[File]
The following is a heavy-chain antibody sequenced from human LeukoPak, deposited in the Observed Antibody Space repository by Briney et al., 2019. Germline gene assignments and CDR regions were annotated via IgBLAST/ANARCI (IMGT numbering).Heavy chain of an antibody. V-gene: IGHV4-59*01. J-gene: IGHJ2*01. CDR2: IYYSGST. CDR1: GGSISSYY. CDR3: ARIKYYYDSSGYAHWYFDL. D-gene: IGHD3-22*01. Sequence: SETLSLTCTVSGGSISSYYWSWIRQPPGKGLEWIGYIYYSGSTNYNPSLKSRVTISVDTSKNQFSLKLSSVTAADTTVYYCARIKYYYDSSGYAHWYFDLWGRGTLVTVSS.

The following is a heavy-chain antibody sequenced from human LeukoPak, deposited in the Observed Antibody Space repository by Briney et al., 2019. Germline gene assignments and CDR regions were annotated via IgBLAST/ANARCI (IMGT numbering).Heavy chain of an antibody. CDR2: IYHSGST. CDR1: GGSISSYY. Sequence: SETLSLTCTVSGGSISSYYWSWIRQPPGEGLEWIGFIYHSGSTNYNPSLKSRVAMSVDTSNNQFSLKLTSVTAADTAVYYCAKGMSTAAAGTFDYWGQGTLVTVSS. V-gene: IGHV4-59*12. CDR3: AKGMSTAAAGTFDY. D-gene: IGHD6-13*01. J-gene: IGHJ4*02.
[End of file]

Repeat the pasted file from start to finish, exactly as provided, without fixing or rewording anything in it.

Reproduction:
The following is a heavy-chain antibody sequenced from human LeukoPak, deposited in the Observed Antibody Space repository by Briney et al., 2019. Germline gene assignments and CDR regions were annotated via IgBLAST/ANARCI (IMGT numbering).Heavy chain of an antibody. V-gene: IGHV4-59*01. J-gene: IGHJ2*01. CDR2: IYYSGST. CDR1: GGSISSYY. CDR3: ARIKYYYDSSGYAHWYFDL. D-gene: IGHD3-22*01. Sequence: SETLSLTCTVSGGSISSYYWSWIRQPPGKGLEWIGYIYYSGSTNYNPSLKSRVTISVDTSKNQFSLKLSSVTAADTTVYYCARIKYYYDSSGYAHWYFDLWGRGTLVTVSS.

The following is a heavy-chain antibody sequenced from human LeukoPak, deposited in the Observed Antibody Space repository by Briney et al., 2019. Germline gene assignments and CDR regions were annotated via IgBLAST/ANARCI (IMGT numbering).Heavy chain of an antibody. CDR2: IYHSGST. CDR1: GGSISSYY. Sequence: SETLSLTCTVSGGSISSYYWSWIRQPPGEGLEWIGFIYHSGSTNYNPSLKSRVAMSVDTSNNQFSLKLTSVTAADTAVYYCAKGMSTAAAGTFDYWGQGTLVTVSS. V-gene: IGHV4-59*12. CDR3: AKGMSTAAAGTFDY. D-gene: IGHD6-13*01. J-gene: IGHJ4*02.